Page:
These reductions are required under the Budget Control Act of 2011 and a subsequent sequestration order filed by President Obama to implement the mandated cuts. The law exempted social security benefits, as well as railroad retirement, survivor, and disability benefits paid by the RRB, from sequestration.

In fiscal year 2012, the RRB paid $11.3 billion in retirement and survivor benefits to about 573,000 beneficiaries, and net unemployment-sickness benefits of $88.5 million to about 26,000 claimants.

 

Rail unemployment extended benefits to continue

The so-called fiscal cliff bill approved by the House and Senate Jan. 1 allows extended railroad unemployment benefits to continue through Dec. 31, 2013, with Congress appropriating $250,000 to the Railroad Retirement Board to administer those extended benefits under the Railroad Unemployment Insurance Act.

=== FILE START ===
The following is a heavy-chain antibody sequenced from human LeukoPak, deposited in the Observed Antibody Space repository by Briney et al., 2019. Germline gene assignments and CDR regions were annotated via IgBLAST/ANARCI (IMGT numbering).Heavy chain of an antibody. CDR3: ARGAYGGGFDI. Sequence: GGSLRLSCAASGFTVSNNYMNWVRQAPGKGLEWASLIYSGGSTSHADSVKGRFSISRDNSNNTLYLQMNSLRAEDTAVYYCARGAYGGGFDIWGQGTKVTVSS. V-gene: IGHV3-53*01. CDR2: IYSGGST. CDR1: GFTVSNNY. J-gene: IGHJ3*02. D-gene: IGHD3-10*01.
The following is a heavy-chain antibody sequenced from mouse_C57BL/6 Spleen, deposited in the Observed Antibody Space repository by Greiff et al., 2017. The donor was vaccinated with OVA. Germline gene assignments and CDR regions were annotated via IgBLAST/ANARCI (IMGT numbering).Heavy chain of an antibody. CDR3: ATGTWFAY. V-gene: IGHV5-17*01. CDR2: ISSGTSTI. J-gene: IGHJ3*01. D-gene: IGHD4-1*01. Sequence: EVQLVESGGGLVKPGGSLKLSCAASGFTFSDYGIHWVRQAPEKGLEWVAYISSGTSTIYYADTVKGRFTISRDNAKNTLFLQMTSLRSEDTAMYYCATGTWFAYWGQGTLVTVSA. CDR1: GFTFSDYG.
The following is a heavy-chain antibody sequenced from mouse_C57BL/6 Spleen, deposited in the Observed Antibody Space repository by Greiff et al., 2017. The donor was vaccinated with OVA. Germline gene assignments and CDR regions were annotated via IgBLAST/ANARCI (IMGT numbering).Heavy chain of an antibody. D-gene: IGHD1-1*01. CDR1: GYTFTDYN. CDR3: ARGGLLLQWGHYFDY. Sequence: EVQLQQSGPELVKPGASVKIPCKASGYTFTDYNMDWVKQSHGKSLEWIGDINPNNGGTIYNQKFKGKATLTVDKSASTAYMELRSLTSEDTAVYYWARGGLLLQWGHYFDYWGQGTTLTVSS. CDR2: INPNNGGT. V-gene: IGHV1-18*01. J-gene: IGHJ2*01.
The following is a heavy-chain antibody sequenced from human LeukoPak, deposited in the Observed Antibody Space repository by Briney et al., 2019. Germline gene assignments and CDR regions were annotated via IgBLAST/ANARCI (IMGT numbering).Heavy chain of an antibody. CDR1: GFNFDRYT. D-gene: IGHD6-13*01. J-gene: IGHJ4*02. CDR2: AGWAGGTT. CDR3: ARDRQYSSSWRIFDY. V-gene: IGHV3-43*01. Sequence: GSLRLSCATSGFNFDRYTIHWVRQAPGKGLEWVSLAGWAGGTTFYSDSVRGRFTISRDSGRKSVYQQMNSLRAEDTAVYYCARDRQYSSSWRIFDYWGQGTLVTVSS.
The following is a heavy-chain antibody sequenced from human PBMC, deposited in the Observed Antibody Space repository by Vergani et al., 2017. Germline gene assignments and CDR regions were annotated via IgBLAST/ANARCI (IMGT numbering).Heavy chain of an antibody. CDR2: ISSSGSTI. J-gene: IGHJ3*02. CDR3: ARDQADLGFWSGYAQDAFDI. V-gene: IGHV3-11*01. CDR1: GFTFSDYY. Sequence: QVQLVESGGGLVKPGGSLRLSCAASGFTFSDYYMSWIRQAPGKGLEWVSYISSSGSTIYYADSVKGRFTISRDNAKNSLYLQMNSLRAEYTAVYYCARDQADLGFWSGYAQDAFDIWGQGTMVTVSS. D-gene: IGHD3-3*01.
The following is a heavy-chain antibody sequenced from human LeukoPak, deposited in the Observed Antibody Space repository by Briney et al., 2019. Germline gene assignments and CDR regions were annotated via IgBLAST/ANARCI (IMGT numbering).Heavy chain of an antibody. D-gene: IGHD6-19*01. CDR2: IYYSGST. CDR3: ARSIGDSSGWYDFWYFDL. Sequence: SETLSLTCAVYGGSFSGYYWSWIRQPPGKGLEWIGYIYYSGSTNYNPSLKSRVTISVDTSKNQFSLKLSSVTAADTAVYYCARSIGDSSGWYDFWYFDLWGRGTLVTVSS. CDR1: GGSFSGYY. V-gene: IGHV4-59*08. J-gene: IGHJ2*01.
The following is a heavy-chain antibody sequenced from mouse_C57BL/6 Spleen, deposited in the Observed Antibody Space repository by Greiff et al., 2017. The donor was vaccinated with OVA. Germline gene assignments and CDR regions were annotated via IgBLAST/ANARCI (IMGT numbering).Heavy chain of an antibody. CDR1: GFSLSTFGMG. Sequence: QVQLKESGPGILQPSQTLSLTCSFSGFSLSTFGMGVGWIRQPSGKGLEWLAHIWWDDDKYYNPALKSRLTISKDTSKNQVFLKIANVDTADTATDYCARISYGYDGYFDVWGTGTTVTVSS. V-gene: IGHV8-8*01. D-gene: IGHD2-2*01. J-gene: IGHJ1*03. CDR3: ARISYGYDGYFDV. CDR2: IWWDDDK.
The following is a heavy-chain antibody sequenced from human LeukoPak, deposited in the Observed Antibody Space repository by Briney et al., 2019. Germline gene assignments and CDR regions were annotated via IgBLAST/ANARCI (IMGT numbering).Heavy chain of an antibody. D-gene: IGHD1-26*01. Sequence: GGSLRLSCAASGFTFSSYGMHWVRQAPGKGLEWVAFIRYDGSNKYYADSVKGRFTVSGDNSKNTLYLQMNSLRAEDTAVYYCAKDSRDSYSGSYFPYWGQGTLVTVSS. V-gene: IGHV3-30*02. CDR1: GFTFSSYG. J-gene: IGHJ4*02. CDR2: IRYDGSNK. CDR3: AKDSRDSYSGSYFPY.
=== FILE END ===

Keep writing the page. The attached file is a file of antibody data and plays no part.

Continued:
The extension affects those railroaders out of work at least six months.

Sandy victims: Expedited unemployment benefits

RRB logo; Railroad Retirement BoardFor rail workers furloughed as a result of Hurricane Sandy, the Railroad Retirement Board (RRB) advises those victims may qualify for railroad unemployment benefits.

Following a request by UTU International President Mike Futhey to RRB Labor Member Walt Barrows, the RRB has agreed to waive a time-consuming requirement that claims be verified by the carrier, thus expediting the claims procedure for members adversely impacted by Hurricane Sandy.

Those furloughed in the wake of Hurricane Sandy may thus file claims by telephone or electronically via the Railroad Retirement Board’s website.

To file claims for benefits, affected railroaders should call the RRB’s toll-free telephone number at 877-772-5772, or visit its website at www.rrb.gov/